Serial killer doctor Henry Howard "H.H." Holmes was the most viable suspect for the 1888 Whitechapel London murders attributed to the enigma we have come to know as "Jack the Ripper". The research in this nonfiction true crime investigative journal of documents and case file historic accounts reveals startling information that leads the listener to perhaps the most hidden secrets behind the crimes. A "perfect dichotomy" that produces evidence that one man may have been a serial killer on two continents in the 19th century, responsible for the deaths of hundreds, or thousands of innocent victims.
Documentation amassed from the London Metropolitan Police, the British National Archives, the Federal Bureau of Investigations, and the American National Archives, along with many outside sources, bring to light new testimony and eyewitness reports that help to solve these 125-year-old crimes resolving this cold case crime.
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Wish there had been more...
Since you ask, I'm not sure I would. Dane Ladwig came across as conceited, more interested in talking about the fact that he felt he solved the Jack the Ripper case than actually presenting his evidence for it.
Not stopped to ask me to purchase a hard copy of the book.
It's in dire need of a follow-up.
As I had never heard this theory before, I was intrigued. I did learn quite a bit about H.H. Holmes, previously I had only read about the Pietzl case. The idea that he could be Jack the Ripper seems plausible, but the author never really presented his evidence for thinking so. I kept waiting for a timeline of events, laying everything out, a clear presentation of the case. Everything was sort of round about and difficult to follow.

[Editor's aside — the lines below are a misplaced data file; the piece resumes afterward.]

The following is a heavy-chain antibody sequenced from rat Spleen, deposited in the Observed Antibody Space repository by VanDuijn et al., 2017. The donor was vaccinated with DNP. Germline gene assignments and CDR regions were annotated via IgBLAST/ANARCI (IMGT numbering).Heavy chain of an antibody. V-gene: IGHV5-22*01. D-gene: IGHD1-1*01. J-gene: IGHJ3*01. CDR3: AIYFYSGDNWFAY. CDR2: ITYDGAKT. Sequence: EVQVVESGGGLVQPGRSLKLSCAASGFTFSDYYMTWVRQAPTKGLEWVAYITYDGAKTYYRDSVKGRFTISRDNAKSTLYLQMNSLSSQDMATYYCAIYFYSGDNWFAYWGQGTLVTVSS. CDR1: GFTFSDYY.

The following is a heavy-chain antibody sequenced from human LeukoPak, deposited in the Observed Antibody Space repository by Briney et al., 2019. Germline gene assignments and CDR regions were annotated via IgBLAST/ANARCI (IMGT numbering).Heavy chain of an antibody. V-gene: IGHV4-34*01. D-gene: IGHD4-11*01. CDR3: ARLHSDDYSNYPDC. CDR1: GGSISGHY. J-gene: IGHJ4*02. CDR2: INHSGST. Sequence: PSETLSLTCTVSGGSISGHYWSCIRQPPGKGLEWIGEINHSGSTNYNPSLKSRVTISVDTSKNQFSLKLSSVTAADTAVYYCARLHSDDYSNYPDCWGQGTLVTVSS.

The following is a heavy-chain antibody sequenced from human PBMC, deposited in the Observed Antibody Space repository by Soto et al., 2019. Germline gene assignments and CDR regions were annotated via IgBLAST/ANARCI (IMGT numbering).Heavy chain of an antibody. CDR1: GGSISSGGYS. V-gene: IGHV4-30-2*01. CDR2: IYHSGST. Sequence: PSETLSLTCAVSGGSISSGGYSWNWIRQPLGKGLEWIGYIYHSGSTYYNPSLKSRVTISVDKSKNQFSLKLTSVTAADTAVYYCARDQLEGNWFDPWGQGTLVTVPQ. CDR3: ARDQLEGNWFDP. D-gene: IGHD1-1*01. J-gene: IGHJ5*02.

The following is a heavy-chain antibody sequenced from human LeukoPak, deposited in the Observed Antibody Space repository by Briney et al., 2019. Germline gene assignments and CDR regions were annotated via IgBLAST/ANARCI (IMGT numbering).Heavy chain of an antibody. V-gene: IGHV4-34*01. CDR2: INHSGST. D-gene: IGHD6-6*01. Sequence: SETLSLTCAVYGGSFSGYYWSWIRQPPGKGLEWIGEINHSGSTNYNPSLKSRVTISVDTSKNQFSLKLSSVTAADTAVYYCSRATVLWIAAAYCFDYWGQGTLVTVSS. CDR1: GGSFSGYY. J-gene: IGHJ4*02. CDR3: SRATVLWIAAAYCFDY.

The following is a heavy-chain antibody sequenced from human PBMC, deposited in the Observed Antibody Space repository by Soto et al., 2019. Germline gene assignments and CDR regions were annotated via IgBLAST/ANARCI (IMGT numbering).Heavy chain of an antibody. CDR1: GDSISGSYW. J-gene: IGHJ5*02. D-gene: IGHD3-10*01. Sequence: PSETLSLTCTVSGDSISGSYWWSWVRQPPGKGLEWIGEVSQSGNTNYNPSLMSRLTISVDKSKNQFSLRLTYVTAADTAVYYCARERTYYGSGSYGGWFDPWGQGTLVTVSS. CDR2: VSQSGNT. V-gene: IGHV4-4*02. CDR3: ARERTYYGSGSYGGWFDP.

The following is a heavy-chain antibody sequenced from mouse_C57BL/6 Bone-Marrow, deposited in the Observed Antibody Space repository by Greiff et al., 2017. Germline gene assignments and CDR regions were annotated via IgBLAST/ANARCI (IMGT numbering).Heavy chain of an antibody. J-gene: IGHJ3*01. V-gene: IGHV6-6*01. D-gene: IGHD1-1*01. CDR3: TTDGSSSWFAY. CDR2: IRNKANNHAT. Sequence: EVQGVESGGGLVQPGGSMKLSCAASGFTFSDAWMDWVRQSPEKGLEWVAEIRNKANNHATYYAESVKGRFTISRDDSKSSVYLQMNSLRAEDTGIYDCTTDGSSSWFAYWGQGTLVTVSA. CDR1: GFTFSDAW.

Wait, Holmes and Mudgett are the same guy, right?
Amateurish production all around. The recording quality, while never completely inaudible, is so poor and uneven, as to make the listener question the legitimacy of the entire project.
The author is clearly motivated to tell this story, however he lacks the rhetorical skill to present information effectively. On no fewer than a dozen occasions, the listener is informed that Herman Mudgett is otherwise known as H.H. Holmes. Once established early on, shouldn't that be a given? Simple mistakes, which proper editing would have sorted, abound. In addition to confusing imply and infer, I believe that the author thinks modus operandi and motive are synonyms.Perhaps most annoyingly, the bulk of the Ripper part of the story involves rather churlish attempts at takedowns of competing Ripper authors, read in an appropriately mocking tone by the narrator. This after a lengthy, condescending diatribe about the importance of methodically assessing evidence. (A process he entirely ignores with his own paper-thin theory.)I don't consider this spoiler, as it's too absurd (but be forewarned, just in case), but the author acknowledges that 6 different conclusions can be considered "plausible" regarding Holmes being the Ripper. These range from no connection at all at one end, to committing all the murders on the other. Thanks for sorting that out.
The problem isn't that the American accents weren't good (they weren't), but rather that they were unnecessary, and unnecessarily overwrought. The narrator's presentation did reflect the snarky tone of the author, though.
There was potential in the depiction of Murder Castle aspect of Holmes, but the Ripper part of the story just fell to pieces.
Trust your first instinct and pass on this one.